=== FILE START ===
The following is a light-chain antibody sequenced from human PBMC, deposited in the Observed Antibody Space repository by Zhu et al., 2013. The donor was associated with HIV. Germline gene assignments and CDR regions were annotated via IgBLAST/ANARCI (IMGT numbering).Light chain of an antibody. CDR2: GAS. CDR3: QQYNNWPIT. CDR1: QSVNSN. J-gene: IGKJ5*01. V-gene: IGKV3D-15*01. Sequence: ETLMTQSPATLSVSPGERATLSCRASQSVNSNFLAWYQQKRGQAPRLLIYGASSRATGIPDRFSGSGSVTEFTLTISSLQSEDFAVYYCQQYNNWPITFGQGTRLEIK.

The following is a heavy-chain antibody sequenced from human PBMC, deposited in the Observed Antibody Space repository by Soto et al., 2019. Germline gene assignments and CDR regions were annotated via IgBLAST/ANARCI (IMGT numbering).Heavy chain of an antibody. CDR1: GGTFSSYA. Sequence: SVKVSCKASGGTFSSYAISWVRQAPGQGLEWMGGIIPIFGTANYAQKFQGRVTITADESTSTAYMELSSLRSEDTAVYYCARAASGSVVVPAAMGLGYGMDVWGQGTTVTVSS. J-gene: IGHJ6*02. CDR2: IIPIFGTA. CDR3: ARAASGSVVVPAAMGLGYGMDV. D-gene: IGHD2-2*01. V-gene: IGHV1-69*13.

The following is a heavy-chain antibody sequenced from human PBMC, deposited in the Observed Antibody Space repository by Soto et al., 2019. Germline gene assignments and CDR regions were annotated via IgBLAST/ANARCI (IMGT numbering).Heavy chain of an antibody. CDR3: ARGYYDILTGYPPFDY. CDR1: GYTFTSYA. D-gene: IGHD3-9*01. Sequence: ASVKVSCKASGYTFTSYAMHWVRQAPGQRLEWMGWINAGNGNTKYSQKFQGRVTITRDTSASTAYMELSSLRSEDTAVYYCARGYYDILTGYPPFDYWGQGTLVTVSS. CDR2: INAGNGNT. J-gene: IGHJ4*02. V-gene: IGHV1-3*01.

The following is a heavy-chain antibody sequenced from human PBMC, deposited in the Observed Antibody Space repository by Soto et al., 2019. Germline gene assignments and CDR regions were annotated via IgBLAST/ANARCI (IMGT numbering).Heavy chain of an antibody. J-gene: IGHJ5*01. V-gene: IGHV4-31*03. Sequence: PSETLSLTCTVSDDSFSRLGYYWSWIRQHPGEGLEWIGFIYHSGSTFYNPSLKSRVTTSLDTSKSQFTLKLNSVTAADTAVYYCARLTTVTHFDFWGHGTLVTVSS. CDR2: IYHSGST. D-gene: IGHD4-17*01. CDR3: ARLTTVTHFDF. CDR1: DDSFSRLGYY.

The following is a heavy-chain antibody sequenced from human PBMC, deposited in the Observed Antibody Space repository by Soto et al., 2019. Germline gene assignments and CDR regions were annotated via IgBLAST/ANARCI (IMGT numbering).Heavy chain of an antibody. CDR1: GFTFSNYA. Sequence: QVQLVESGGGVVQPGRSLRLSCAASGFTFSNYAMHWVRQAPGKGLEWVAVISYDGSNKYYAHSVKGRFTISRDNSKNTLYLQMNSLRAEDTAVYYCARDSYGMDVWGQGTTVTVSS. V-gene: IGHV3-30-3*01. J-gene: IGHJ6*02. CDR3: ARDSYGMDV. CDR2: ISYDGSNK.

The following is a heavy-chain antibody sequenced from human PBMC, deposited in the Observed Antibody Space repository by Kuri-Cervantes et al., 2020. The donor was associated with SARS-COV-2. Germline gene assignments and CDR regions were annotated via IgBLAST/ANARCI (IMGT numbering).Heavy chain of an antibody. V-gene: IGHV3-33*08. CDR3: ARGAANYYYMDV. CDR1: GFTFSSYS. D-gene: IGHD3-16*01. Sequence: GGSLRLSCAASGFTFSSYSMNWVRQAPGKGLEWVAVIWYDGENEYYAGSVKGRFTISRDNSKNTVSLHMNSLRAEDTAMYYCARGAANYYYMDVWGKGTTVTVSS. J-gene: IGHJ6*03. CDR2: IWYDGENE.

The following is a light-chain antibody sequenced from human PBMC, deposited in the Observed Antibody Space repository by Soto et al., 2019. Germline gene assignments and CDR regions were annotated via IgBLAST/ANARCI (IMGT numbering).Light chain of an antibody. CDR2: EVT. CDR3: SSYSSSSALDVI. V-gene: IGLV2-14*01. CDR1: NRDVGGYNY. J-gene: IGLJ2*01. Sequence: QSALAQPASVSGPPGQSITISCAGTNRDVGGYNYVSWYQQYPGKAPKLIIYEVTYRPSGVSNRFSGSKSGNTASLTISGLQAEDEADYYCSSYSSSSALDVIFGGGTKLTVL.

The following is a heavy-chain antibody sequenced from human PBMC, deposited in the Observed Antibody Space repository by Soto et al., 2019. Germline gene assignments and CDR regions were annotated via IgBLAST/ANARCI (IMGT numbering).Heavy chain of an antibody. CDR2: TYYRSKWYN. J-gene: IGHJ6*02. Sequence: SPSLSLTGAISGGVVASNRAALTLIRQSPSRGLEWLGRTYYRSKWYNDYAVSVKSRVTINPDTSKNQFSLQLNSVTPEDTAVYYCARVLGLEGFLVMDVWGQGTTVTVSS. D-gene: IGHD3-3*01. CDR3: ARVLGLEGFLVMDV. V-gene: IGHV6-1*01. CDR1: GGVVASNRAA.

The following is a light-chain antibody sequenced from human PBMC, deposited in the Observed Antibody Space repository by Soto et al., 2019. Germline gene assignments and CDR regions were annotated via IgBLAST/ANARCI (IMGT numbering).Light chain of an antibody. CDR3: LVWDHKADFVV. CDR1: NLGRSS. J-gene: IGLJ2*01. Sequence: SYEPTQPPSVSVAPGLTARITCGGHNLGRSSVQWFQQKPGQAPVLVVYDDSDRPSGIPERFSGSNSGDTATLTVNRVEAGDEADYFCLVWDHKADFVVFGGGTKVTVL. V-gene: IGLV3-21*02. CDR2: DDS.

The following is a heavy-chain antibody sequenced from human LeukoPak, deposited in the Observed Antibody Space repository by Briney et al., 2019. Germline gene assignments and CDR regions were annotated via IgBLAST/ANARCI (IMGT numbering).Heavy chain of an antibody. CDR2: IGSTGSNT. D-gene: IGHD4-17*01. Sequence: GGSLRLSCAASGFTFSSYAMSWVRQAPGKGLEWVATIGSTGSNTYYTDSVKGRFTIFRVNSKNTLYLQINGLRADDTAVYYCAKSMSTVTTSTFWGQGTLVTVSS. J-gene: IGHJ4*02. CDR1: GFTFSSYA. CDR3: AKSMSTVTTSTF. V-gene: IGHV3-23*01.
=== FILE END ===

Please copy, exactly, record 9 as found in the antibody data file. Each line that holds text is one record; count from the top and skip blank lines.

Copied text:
The following is a light-chain antibody sequenced from human PBMC, deposited in the Observed Antibody Space repository by Soto et al., 2019. Germline gene assignments and CDR regions were annotated via IgBLAST/ANARCI (IMGT numbering).Light chain of an antibody. CDR3: LVWDHKADFVV. CDR1: NLGRSS. J-gene: IGLJ2*01. Sequence: SYEPTQPPSVSVAPGLTARITCGGHNLGRSSVQWFQQKPGQAPVLVVYDDSDRPSGIPERFSGSNSGDTATLTVNRVEAGDEADYFCLVWDHKADFVVFGGGTKVTVL. V-gene: IGLV3-21*02. CDR2: DDS.